6

It really depends on type of the fish you have there.. Option 1. best with Salmon It's easy for salmon. With Salmon, the asian way is to put the left over on a hot pan and lightly pan fire it. Cook it with some ginger and shallots. Add a mixture of soy sauce, salt, sugar and oyster sauce. It's a pretty dish with rice. Option 2. Put them in the oven for ...


6

I have always had the most satisfactory results from preheating the oven to 400F with a pizza stone and then setting the cold pizza on the hot stone for 8 to 10 minutes?


6

I haven't tried that, but in theory, a standard custard should be capable of rebaking. However, it will be a tricky matter, much trickier than the first baking. For example, the temperature at which certain proteins in the egg coagulate depends on the speed at which the egg is heated. As a side effect, it is much harder to get a good custard starting with ...


5

It'll never be the same as when it's new. The closest I've ever seen is a method often used for good bagels: put in paper bag with a bit of water and nuke it. Basically just reheat it with a lot of humidity.


5

For small amounts, I have good luck reheating pasta in the microwave with a little butter or your choice of sauce. The moist heat does a good job of allowing the starch granules to soften back up.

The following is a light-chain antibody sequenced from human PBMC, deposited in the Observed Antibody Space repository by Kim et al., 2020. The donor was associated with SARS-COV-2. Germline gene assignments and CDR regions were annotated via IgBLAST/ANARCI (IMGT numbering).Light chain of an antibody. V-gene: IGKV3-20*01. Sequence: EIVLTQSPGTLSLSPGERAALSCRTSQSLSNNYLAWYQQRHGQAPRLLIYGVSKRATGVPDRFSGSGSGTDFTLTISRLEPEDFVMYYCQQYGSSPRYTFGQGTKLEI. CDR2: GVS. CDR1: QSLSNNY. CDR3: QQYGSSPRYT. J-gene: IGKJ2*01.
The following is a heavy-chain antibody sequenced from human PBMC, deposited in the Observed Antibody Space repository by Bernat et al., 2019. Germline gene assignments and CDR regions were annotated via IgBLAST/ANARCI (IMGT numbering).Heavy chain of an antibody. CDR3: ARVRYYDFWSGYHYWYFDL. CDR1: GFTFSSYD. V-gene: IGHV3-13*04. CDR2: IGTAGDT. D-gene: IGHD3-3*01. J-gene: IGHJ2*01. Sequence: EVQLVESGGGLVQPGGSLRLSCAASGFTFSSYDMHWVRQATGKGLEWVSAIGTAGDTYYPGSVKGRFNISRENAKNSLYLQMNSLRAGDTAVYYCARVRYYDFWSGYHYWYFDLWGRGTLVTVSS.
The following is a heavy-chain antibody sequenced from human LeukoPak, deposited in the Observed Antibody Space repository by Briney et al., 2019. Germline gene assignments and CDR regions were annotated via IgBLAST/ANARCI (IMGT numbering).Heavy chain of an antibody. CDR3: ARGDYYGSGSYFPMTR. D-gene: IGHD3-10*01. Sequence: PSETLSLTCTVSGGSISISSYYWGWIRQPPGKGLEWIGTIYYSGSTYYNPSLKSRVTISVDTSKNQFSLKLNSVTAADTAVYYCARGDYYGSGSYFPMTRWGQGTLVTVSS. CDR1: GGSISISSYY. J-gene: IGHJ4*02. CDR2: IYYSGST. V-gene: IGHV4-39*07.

5

Reheating spinach can cause nitrite to be produced. Quote from eufic.org Spinach and other leafy vegetables contain high concentrations of nitrate. The amount depends on the variety, season, and the soil and water conditions where the vegetable was grown. Nitrate itself is totally harmless, but it can be converted to nitrites, and then to nitrosamines, ...


5

If you mean like a potpie or a TV dinner? Yes you're fine, go for it. If you're really worried about it here is the rule. (been a few years since I took serveSafe) When reheating foods you want the internal temperature to reach 165 degrees F. (74C) for 15 seconds. In practice (at home NOT at the restaurant) just get it nice and hot. Note: Homemade foods ...


5

The method I used in the past (which might not be the best way) is to lightly fry the food initially, drain it of all oils, and put it in the refridgerator until it is almost time to serve the large amount of food. Then you can finish deep frying the batches. The initial frying will dramatically reduce the time it takes to refry each batch. I found this was ...


5

No, it won't change the aroma compared to conventional heating. Generally, heating does change aroma. But it changes in the same way in conventional heating and in microwave heating (given that you heat to the same internal temperature, which can be very different time and power settings for different types of heating devices). What microwaves change is ...


5

This is a difficult question in part because you've listed so many things -- for instance, a cream sauce is going to be difficult, as cream sauces may break when frozen. Cooked chicken, on the other hand, I go quite frequently. But the thing with the chicken is that I'm cooking it to use as an ingredient in other things; I think you may have more success ...